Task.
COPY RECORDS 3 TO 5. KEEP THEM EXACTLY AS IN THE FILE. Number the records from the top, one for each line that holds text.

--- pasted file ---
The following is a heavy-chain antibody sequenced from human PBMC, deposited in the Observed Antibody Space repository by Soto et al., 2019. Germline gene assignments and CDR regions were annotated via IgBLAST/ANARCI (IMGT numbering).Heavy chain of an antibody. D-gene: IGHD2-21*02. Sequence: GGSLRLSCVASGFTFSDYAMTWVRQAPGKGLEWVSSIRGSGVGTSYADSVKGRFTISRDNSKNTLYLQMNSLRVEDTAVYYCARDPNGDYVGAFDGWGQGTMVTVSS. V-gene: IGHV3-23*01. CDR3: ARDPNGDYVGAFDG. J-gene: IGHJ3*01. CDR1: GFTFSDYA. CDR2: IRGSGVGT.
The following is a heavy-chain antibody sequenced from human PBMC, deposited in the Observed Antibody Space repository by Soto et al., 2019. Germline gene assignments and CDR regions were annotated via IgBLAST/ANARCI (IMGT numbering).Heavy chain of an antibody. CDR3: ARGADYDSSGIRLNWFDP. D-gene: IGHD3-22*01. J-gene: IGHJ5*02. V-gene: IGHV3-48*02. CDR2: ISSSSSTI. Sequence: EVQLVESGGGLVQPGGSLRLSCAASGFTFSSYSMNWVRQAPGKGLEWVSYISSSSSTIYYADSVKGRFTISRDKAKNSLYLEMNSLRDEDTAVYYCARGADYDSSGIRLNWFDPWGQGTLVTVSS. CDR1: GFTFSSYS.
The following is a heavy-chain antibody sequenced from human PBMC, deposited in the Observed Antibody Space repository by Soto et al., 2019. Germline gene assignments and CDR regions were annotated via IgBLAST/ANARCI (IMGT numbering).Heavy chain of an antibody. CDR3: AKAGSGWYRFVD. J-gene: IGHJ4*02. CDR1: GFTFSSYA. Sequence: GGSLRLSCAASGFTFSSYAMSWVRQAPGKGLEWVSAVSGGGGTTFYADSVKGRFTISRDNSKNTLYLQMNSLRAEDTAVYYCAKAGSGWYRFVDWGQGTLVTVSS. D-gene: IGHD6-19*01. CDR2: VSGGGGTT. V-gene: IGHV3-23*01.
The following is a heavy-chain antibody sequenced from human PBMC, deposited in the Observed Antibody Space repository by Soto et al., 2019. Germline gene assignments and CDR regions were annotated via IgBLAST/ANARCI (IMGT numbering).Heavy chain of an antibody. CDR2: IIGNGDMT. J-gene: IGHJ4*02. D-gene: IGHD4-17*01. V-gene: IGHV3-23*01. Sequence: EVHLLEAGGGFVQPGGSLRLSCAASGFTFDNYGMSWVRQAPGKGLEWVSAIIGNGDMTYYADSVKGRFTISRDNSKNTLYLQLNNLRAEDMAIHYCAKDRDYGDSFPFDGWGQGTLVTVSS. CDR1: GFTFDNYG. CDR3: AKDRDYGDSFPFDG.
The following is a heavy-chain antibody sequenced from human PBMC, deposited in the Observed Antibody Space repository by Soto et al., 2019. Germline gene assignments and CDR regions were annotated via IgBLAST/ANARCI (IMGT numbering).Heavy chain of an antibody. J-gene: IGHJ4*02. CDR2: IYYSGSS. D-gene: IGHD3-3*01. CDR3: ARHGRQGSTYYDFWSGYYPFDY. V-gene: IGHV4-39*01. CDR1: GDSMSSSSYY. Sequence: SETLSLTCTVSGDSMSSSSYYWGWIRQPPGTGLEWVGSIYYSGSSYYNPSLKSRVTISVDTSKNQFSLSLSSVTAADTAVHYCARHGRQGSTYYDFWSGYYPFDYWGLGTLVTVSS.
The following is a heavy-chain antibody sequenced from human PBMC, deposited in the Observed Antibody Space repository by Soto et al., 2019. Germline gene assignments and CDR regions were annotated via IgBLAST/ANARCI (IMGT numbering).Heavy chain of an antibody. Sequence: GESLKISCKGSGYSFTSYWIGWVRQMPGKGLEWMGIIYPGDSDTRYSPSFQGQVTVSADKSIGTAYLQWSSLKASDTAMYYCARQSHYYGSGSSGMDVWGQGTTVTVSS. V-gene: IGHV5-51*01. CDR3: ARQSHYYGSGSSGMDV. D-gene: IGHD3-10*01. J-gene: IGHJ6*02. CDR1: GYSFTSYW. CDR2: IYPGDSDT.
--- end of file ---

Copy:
The following is a heavy-chain antibody sequenced from human PBMC, deposited in the Observed Antibody Space repository by Soto et al., 2019. Germline gene assignments and CDR regions were annotated via IgBLAST/ANARCI (IMGT numbering).Heavy chain of an antibody. CDR3: AKAGSGWYRFVD. J-gene: IGHJ4*02. CDR1: GFTFSSYA. Sequence: GGSLRLSCAASGFTFSSYAMSWVRQAPGKGLEWVSAVSGGGGTTFYADSVKGRFTISRDNSKNTLYLQMNSLRAEDTAVYYCAKAGSGWYRFVDWGQGTLVTVSS. D-gene: IGHD6-19*01. CDR2: VSGGGGTT. V-gene: IGHV3-23*01.
The following is a heavy-chain antibody sequenced from human PBMC, deposited in the Observed Antibody Space repository by Soto et al., 2019. Germline gene assignments and CDR regions were annotated via IgBLAST/ANARCI (IMGT numbering).Heavy chain of an antibody. CDR2: IIGNGDMT. J-gene: IGHJ4*02. D-gene: IGHD4-17*01. V-gene: IGHV3-23*01. Sequence: EVHLLEAGGGFVQPGGSLRLSCAASGFTFDNYGMSWVRQAPGKGLEWVSAIIGNGDMTYYADSVKGRFTISRDNSKNTLYLQLNNLRAEDMAIHYCAKDRDYGDSFPFDGWGQGTLVTVSS. CDR1: GFTFDNYG. CDR3: AKDRDYGDSFPFDG.
The following is a heavy-chain antibody sequenced from human PBMC, deposited in the Observed Antibody Space repository by Soto et al., 2019. Germline gene assignments and CDR regions were annotated via IgBLAST/ANARCI (IMGT numbering).Heavy chain of an antibody. J-gene: IGHJ4*02. CDR2: IYYSGSS. D-gene: IGHD3-3*01. CDR3: ARHGRQGSTYYDFWSGYYPFDY. V-gene: IGHV4-39*01. CDR1: GDSMSSSSYY. Sequence: SETLSLTCTVSGDSMSSSSYYWGWIRQPPGTGLEWVGSIYYSGSSYYNPSLKSRVTISVDTSKNQFSLSLSSVTAADTAVHYCARHGRQGSTYYDFWSGYYPFDYWGLGTLVTVSS.